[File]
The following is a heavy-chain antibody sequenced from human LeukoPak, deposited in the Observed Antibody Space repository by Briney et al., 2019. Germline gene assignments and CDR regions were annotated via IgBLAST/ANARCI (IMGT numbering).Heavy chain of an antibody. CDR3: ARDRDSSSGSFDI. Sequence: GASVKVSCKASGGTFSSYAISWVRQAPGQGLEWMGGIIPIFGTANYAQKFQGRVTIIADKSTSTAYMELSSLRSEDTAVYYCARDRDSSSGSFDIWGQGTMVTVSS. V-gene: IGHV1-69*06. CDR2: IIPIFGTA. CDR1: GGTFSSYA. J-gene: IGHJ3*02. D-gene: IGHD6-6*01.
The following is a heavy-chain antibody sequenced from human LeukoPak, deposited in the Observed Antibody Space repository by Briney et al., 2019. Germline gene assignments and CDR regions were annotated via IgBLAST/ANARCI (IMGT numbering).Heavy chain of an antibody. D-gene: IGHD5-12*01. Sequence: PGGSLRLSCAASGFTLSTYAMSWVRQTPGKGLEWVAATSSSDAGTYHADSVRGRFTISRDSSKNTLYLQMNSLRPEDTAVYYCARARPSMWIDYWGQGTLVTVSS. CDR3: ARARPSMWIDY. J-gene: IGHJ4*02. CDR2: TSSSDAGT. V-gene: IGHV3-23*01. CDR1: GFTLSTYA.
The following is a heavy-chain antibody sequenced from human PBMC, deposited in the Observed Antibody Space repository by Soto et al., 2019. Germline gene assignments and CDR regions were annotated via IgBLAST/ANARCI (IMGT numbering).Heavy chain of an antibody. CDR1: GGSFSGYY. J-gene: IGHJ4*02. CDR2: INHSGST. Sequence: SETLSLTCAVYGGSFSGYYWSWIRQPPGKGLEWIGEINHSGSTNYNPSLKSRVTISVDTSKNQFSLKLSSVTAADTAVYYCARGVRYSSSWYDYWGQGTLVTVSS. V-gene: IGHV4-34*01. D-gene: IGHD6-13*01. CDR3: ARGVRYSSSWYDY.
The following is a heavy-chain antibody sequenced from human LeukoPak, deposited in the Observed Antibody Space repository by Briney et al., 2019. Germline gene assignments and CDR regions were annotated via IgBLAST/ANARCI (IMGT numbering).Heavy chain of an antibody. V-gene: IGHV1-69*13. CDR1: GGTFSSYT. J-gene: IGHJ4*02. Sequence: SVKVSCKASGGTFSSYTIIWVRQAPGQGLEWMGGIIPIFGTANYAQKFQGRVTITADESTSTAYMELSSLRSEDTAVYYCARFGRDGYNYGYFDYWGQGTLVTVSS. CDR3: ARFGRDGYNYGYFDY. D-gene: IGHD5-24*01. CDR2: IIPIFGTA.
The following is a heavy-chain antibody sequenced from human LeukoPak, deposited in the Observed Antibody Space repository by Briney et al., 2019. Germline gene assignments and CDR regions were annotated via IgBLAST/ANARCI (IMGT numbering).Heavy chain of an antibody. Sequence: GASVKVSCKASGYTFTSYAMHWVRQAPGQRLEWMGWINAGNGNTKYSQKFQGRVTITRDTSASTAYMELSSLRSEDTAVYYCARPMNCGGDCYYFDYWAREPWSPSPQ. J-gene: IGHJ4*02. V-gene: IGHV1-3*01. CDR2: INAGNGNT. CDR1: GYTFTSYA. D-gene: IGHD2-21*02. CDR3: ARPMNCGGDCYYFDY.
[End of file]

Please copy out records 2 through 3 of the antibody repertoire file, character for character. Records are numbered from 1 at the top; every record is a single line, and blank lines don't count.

The following is a heavy-chain antibody sequenced from human LeukoPak, deposited in the Observed Antibody Space repository by Briney et al., 2019. Germline gene assignments and CDR regions were annotated via IgBLAST/ANARCI (IMGT numbering).Heavy chain of an antibody. D-gene: IGHD5-12*01. Sequence: PGGSLRLSCAASGFTLSTYAMSWVRQTPGKGLEWVAATSSSDAGTYHADSVRGRFTISRDSSKNTLYLQMNSLRPEDTAVYYCARARPSMWIDYWGQGTLVTVSS. CDR3: ARARPSMWIDY. J-gene: IGHJ4*02. CDR2: TSSSDAGT. V-gene: IGHV3-23*01. CDR1: GFTLSTYA.
The following is a heavy-chain antibody sequenced from human PBMC, deposited in the Observed Antibody Space repository by Soto et al., 2019. Germline gene assignments and CDR regions were annotated via IgBLAST/ANARCI (IMGT numbering).Heavy chain of an antibody. CDR1: GGSFSGYY. J-gene: IGHJ4*02. CDR2: INHSGST. Sequence: SETLSLTCAVYGGSFSGYYWSWIRQPPGKGLEWIGEINHSGSTNYNPSLKSRVTISVDTSKNQFSLKLSSVTAADTAVYYCARGVRYSSSWYDYWGQGTLVTVSS. V-gene: IGHV4-34*01. D-gene: IGHD6-13*01. CDR3: ARGVRYSSSWYDY.